Britain’s vote last week to abandon the European Union sent markets into a tailspin, and trading in Europe Monday indicated that the pain was not yet over. Shares of British banks, including RBS and Barclays, dropped by double digits, touching levels not seen since 2009.

Dow futures were down before U.S. trading Monday, but not all stocks were poised for a fall. Here are five stocks to watch as the week begins.

Newmont Mining Corp.

Among the few corners of the market unharmed by the turmoil around the British EU referendum: gold miners. As investors move into precious metals to weather the fallout from the referendum, companies like U.S. miner Newmont (NYSE:NEM) could see a boost, Goldman Sachs analysts wrote in a note.

Goldcorp Inc.

Another stock benefiting from post-Brexit unease, Goldcorp (NYSE:GG), rose 1.7 percent in premarket trading Monday. Goldcorp spiked 4.6 percent Friday after the Brexit vote. Analysts at Raymond James increased their target price to $24 from $19.50 for the stock, which was set to open at $18.70.

GW Pharmaceuticals

While this British company’s peers continued to founder in harsh post-Brexit markets, GW Pharmaceuticals (NASDAQ:GWPH) rose sharply in U.S. premarket trading Monday after the announcement of positive results for a childhood epilepsy drug that uses a cannabis-derived compound. GWPH was up 20 percent before the bell.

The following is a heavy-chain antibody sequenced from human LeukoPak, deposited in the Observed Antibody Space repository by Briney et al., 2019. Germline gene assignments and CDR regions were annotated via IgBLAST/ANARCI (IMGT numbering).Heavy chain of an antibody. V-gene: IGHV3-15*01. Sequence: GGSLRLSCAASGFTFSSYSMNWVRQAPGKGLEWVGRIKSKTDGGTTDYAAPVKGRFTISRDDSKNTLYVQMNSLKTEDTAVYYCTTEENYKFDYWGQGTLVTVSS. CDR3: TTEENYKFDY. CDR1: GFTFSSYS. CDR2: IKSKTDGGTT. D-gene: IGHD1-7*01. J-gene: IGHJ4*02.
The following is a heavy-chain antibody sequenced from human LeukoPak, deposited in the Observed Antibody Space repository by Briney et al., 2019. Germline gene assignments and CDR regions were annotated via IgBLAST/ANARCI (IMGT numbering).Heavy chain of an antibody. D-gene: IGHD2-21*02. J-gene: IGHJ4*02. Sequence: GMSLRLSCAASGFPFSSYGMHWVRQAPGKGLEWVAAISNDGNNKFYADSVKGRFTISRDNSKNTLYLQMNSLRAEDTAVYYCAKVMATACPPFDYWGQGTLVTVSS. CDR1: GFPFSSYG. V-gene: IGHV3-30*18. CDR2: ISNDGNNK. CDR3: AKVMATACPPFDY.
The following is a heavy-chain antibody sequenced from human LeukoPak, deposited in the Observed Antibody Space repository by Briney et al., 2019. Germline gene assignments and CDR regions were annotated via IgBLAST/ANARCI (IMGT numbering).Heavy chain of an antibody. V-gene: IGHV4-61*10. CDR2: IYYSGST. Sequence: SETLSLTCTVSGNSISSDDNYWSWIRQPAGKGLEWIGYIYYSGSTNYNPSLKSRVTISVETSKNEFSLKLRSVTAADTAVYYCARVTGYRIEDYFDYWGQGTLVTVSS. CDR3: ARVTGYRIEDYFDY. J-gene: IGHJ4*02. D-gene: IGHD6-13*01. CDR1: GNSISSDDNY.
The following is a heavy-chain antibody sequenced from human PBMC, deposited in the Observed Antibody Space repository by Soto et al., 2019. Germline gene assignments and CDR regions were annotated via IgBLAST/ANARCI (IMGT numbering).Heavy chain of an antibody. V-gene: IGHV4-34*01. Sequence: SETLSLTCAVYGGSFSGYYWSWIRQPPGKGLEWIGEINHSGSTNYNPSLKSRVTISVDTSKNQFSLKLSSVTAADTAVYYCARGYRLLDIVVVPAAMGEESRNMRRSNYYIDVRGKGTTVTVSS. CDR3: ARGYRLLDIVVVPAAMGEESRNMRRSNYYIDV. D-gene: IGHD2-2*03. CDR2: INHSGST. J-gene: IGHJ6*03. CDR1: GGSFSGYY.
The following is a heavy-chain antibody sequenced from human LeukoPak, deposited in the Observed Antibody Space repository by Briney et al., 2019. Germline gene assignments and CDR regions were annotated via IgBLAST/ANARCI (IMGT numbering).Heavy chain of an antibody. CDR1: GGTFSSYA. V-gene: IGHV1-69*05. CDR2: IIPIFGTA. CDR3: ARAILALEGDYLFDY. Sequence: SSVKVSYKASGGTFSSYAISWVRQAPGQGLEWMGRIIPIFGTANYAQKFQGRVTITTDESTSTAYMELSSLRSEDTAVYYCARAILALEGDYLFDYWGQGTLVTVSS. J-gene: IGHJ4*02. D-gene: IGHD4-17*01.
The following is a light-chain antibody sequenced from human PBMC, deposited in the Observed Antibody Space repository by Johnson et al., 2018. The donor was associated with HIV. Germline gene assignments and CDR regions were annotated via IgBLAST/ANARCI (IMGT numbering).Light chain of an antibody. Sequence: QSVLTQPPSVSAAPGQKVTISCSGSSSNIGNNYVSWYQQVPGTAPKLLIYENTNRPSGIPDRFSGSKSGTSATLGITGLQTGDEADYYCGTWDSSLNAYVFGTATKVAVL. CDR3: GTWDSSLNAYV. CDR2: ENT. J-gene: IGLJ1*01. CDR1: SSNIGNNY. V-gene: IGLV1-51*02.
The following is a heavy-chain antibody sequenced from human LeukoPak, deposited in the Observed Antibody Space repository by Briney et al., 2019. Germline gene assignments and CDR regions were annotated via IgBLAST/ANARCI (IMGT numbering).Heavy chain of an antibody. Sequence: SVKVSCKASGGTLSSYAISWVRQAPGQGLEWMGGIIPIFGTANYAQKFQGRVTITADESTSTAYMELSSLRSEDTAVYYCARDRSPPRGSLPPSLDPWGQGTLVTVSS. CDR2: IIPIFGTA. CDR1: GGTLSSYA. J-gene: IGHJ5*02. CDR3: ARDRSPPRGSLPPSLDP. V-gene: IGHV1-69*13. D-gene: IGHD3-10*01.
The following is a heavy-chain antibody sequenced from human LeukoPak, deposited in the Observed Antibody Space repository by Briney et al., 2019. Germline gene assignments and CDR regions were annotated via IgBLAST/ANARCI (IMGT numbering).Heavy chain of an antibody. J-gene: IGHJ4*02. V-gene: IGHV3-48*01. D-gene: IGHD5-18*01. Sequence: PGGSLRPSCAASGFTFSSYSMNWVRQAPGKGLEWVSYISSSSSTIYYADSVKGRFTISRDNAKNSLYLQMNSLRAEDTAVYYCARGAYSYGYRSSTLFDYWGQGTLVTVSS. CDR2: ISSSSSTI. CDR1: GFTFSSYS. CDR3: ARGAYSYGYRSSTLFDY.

Virtu Financial

As markets shuddered Friday, stocks in brokerages and stock traders like E*Trade suffered some of the steepest declines. Yet one outlier stood out: Virtu Financial (NASDAQ:VIRT), a high-frequency trading powerhouse, edged higher throughout the day Friday, ending in the green amidst a sea of red.

JPMorgan Chase & Co.

Like other bank stocks, JPMorgan (NYSE:JPM) was down in premarket trading, with investors still uncertain over how the multinational bank will negotiate the aftermath of the Brexit vote. With substantial European business and 16,000 employees in the U.K., it may be no easy feat for the largest American bank by assets.

“We may need to make changes to our European legal entity structure and the location of some roles,” Jamie Dimon, chief executive of JPMorgan, said Friday.